However, there are few important implications of Constructal Law, which change the way we look at the theory of evolution. According to the authours, all flow systems, over time, should evolve into designs that facilitate their movement (p124). The evolution is about modification in design that has a predictable direction (p102). Thus, at least at an intuitive level, the design constraints imposed by the Nature should have accelerated the evolutionary process. But according to current theory of evolution, the natural selection had to try possibilities the Nature wouldn’t allow. A blind process wouldn’t know until it tried what is allowed and what isn’t. Thus, based on usual arguments, all possible phenotypic expressions of alleles can arise and only the suitable designs can survive. Unfortunately, given the design constraints, this is a very energy-inefficient process. Thus, Constructal Law hints at the possibility of linking a feedback mechanism into Modern Synthesis. As Constructal Law shows, the Nature is trying to do the maximum with the least effort. Nature, in other words, looks for the energy efficient path. Thus, to prevent unnecessary trials and costly errors, Nature has the option of using feedback to confine the selection to a small set of choices. The challenge for us is to find the mechanism underlying such a feedback loop. In higher mammals at least, a feedback loop through conscious selection can happen.
However, the possibility of such a mechanism seems to challenge the selfish- gene hypothesis. The feedback is very unlikely to be conducive to the cause of a gene desperately trying to maximize its chances of survival. The feedback should be about the organism or the vehicle, not the gene or the replicator. As an example, let us use a thought experiment. If an organism is short, all the other features within that organism should work in tandem to provide the overall energy efficiency. But it still has all the genes that produce its taller siblings. Thus, by some conscious process, let us assume that, the shorter mates are preferred by shorter organisms and the gene frequencies drift towards shorter version. So this conscious process of mate selection can be true for many animal species, at least for them, natural selection is not really natural. For an example, human brain development, according to various anthropologists, was impacted by autocatalytic process of mate selection. Thus, the whole organism with its genes working in tandem will be selected. Thus the unit of selection is not one replicator but a collection of replicators working in tandem; rather the vehicle . Design, in short, is a feature of the entire organism not the gene itself as the design by definition in this case applies to the organism or a part thereof. If the design is mal-adapted to the environment, then the organism should go extinct. Thus, the genes also perish. They perish not because they didn’t try to maximise the inclusive fitness via replication but they failed to produce the suitable design for the vehicle by working in tandem. Given the very high possibility of existence of a law limiting the possible choices in flow systems, the organismic view of evolution has the upper hand. Even though Prof. Bejan and colleagues are trying to show none of the views on evolution, apart from the predictability of design choices, shall feel the impact of design constraints, it is somewhat unlikely that they can succeed. But, on the otherhand, why shouldn’t they challenge the modern views on evolution as science only can progress through establishing facts and Laws rather than fighting over theories?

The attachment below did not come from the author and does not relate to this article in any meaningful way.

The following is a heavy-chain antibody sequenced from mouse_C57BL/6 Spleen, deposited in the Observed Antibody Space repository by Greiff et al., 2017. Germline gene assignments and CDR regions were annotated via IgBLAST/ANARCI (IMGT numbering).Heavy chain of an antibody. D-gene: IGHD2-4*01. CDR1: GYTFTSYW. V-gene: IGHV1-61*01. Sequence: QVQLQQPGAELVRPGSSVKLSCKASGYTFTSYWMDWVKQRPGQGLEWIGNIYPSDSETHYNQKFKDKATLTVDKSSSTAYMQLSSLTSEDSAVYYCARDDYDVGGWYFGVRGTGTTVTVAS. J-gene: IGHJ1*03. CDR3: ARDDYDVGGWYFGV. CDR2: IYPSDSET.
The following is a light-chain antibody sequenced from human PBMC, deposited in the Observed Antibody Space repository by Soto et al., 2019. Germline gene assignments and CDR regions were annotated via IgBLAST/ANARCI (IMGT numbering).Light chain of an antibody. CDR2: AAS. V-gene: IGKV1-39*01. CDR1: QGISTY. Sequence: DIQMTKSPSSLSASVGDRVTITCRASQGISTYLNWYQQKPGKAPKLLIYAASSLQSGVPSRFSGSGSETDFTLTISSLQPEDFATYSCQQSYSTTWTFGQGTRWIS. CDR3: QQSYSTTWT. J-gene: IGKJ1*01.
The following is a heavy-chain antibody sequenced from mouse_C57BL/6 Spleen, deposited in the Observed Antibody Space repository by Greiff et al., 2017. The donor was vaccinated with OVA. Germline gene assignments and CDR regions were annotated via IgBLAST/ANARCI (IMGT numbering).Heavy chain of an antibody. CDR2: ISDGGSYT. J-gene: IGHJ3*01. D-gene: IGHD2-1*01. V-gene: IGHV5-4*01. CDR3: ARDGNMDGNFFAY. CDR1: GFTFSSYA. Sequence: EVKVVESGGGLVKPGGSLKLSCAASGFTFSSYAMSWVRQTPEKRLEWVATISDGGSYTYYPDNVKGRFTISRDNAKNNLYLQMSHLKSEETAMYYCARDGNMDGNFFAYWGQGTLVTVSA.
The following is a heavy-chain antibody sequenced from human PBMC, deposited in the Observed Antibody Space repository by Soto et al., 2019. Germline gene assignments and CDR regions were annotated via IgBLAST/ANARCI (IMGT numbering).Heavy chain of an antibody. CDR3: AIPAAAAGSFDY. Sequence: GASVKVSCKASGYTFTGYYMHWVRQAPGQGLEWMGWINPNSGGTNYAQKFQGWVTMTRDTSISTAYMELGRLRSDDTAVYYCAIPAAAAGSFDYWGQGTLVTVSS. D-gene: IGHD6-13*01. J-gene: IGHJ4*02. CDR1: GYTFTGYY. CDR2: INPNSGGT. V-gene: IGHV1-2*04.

I highly recommend “Design in Nature” by Bejan and Zane for anyone who is interested in reading something stimulating.
 This reminds me about my own view of evolution based on energy efficiency. (Appendix , The lure of NOMA, On the elegance of religion, Ocean Publishing, 2009)
 See the article on this web site about cranial capacity data
 If you are so adamant, you still can argue that it is the gene not the vehicle.
(Also available on-http://www.amazon.com/gp/pdp/profile/A3JKA0SXRYPNWY/ref=cm_cr_arp_d_pdp?ie=UTF8)